The forebears of Jeremiah Powell [#48] may have been Welsh or Welsh-descended immigrants to Massachusetts in the early eighteenth century, but a decade of frustrating research has not uncovered his origins. Jeremiah filed a pension application for Revolutionary War service in Massachusetts and Rhode Island. The Universalist Church at Utica, N.Y., an area settled by many New Englanders, celebrated his 100th birthday, which occurred 15 December 1850. Jeremiah’s grandson, Pardon A. Powell [#12], married Sarah W. Woodruff [#13] from Connecticut and in 1842 moved to Illinois and then to Wisconsin. The Powells were previously farmers, but Pardon became a boarding-house operator and railroad baggagemaster in Milwaukee. In 1861, his son, Charles F. Powell [#6], at 17, enlisted with the dashing Zouave regiment (Co. B, 5th Wisconsin Volunteer Infantry), saw action with the Army of the Potomac, and was promoted to sergeant major. Upon a recommendation from his commanding officer for “soldierly courage and ability, faithful and brave conduct, and for gallantry on the field of battle,” young Powell was appointed to West Point by President Lincoln. He graduated in 1867 and served in the Army Corps of Engineers at numerous posts around the country. He was a commissioner of the District of Columbia during the second Cleveland administration, and retired with the rank of general.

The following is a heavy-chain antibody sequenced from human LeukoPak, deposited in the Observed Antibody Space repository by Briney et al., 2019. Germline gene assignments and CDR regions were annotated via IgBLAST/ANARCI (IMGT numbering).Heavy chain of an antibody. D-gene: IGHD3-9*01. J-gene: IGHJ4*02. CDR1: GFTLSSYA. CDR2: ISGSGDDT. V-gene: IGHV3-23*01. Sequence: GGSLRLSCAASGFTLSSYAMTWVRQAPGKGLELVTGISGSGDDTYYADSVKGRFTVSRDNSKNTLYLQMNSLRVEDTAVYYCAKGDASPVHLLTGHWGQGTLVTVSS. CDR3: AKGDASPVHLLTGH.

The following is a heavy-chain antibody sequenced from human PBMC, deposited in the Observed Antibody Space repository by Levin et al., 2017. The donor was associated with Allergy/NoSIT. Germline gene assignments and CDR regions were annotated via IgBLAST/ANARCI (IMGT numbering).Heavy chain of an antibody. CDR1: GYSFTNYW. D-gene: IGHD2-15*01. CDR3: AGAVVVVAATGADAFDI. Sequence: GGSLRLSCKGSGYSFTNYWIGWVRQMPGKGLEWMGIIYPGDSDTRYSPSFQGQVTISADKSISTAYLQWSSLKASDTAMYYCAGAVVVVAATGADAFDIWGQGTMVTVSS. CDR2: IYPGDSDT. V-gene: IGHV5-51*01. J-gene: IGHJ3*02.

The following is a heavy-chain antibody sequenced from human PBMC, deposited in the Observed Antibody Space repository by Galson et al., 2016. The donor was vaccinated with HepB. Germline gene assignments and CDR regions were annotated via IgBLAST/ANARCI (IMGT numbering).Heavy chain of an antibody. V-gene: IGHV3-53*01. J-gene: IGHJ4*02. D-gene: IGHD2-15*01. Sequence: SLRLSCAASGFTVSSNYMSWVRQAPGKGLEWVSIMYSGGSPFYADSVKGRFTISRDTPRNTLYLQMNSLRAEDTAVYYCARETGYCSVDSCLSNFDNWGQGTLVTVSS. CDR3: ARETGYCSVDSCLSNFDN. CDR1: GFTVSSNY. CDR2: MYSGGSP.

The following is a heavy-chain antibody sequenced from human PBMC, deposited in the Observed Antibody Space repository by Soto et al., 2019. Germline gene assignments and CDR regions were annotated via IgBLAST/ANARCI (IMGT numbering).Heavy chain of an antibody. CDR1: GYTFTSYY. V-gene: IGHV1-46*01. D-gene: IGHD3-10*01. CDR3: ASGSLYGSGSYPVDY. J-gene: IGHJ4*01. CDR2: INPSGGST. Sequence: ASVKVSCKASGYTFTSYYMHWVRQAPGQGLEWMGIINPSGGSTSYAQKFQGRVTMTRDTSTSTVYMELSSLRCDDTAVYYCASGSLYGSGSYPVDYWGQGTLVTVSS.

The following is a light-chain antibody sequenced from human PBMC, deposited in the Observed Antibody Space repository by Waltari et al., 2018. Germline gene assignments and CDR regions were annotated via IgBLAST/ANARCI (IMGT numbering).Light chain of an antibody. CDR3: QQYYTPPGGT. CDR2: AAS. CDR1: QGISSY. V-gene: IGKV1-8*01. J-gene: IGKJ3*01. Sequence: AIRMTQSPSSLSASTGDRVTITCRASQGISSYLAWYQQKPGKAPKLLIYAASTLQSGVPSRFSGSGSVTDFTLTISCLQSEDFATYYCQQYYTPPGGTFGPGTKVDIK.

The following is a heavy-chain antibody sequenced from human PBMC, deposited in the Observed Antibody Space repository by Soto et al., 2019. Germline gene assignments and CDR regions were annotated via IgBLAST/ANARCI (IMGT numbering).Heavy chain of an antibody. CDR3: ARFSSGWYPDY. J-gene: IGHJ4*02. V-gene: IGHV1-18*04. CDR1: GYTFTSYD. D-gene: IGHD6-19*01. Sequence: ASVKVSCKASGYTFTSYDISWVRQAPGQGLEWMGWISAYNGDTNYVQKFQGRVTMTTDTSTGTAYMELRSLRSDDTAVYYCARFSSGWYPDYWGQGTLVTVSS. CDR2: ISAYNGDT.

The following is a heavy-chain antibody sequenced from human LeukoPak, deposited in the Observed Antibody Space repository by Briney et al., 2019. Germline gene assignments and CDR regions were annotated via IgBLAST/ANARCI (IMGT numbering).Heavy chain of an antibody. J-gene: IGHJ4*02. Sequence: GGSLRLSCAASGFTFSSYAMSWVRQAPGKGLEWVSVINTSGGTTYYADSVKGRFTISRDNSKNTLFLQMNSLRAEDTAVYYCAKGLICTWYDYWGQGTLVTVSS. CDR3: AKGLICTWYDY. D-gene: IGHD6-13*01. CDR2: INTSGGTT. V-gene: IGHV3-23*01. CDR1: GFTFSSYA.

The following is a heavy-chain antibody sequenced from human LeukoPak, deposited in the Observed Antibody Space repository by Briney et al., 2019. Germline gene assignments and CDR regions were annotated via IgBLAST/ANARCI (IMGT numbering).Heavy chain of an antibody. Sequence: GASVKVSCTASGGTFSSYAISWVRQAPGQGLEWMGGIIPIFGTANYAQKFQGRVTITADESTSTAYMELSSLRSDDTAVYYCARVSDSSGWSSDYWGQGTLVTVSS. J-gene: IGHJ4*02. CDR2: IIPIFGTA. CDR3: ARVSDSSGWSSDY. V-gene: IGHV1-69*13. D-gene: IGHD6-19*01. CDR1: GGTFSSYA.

The Foster (or Forster) family, probably in flight from persecution in Ulster of the Covenanters (Steadfast Presbyterians), were Scotch-Irish farmers who settled in Pennsylvania. Reportedly the family came to America via the West Indies in the early eighteenth century. From Pennsylvania, my line migrated in the next century to Ohio and Indiana. From the latter James H. Foster [#14] rode by horseback over the Oregon Trail, choosing Oregon instead of the California gold fields at the last junction. He went into the provisioning business and grew prosperous milling flour in the Willamette Valley. His wife, Martha J. Gray [#15], was a schoolteacher and later (1870) a founding member of the Oregon Equal Suffrage Association. The Grays, Presbyterian farmers like the Fosters, also arrived in Pennsylvania from Ulster in the eighteenth century, but were loyalists who found refuge in Kentucky after the Revolution. Later they moved to Ohio and Indiana by river, and to Oregon by covered wagon. Margaret I. Foster [#7], daughter of James and Martha, was an early graduate of Albany College (later Lewis & Clark).